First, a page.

This 100 square foot tiny house which my girlfriend and I built is now our beloved home. We live on a farm with several other tiny houses in central Texas. For the construction of our tiny house we utilized only readily accessible and simple materials, such as roofing aluminum, plywood, and dimensional lumber. All of the framing and support lumber was reclaimed from a previous project we had worked on, and the bookshelf, desk and counter top are constructed from stud, loft and floor scraps.
The floor was made from 1x12s and the walls are simply painted plywood, excluding the plywood in the kitchen, which had aged in our friends back yard and we felt would add an interesting texture to the kitchen. We were really surprised at how it turned out. As for utilities the only concession we have is electricity, we do not utilize running water or indoor plumbing. The majority of our furniture is moveable because we do like to redecorate and change things up from time to time. We have braved the hot and humid central Texas summer and so far have loved every minute of it, now that the weather is becoming cooler I can only imagine our love for tiny living will continue to grow.
Downsizing our clothing was an interesting task, I never realized how many items I never really wore. Our rule of thumb for clothing was if it has not been worn in 6 months it can probably be donated. As far as our running water and indoor plumbing “experiment” is going, we have an outhouse on the property with a plumbed toilet, and we shower at our city rec. center. A yearly membership at the center is actually cheaper than having a water bill and keeps us active.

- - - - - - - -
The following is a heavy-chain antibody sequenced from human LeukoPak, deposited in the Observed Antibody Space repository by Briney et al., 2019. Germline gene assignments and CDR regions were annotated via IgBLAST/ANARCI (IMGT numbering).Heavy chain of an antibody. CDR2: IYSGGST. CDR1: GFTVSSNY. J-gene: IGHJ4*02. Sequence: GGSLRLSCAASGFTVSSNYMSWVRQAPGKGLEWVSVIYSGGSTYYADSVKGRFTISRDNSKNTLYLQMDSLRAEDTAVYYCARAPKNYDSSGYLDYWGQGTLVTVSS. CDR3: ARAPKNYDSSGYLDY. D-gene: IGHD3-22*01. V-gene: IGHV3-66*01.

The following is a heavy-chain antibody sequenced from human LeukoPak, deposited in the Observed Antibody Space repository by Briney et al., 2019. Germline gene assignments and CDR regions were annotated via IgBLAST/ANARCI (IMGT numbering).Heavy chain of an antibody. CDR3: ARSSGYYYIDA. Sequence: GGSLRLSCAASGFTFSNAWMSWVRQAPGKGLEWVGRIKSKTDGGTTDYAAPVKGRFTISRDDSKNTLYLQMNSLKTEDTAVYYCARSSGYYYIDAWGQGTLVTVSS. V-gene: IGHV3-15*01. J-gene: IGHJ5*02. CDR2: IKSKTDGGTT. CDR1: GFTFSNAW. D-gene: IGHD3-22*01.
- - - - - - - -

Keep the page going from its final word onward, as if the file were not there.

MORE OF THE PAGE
Having to collect water for our bottles and canister is somewhat of a chore, but is still nowhere near what some people in the world have to go through to get water and we realize now how those luxuries can be over looked.
I hope you enjoy the pictures, because we sure do love our little home.
Rhonda Kivlin of Westwood, Massachusetts sent in this week’s Tiny House in a Landscape feature. She says:
“I snapped this picture of three abandoned tiny houses while hiking near Wolfe’s Neck Farm in Freeport, Maine. Because there was a fence, I couldn’t get any closer, but I sure wanted to sneak inside and check them out.”
Not that I’m looking to move to a tropical island anytime soon, but when winter comes along…sometimes it’s nice to dream about becoming an expat in paradise. Instead of dreaming, this is what Nate Olive of Atlanta did. After a few life changes, he moved to the beautiful island of St. Croix in the U.S. Virgin Islands, met an equally beautiful woman and opened up a sustainable farm and restaurant.
Nate and his wife, Shelly, also live in an interesting small home they’ve dubbed the Cozy Shack. In this episode of Ex-Pats by the Reserve Channel, the host mostly discusses Nate’s reason for becoming an expat, but the location and Nate’s home really caught my attention. Continue Reading »
by Melissa Stewart
The house was built in 1916 as a farm house and is 500 square feet. It seems hard to believe the people that originally owned it farmed all the land around it. Especially since Denver seemed to grow into a big city all around the house.
The original footprint of the house was 413 square feet. The bedroom/ laundry room was an addition probably in the early 40′s sometime after my grandparents had their fourth child. The pantry was converted into a bathroom in the late 40′s and the house originally had an outhouse!
As far as I know, it only had 4 owners…seems every one that lived here loved the cozy feel. I remember coming over to Grandma’s to spend the night as a kid and we could hear the train speed right passed the house. The railroad tracks have been gone a long time now, but Denver built a light rail and my house is within walking distance to two different stations. Continue Reading »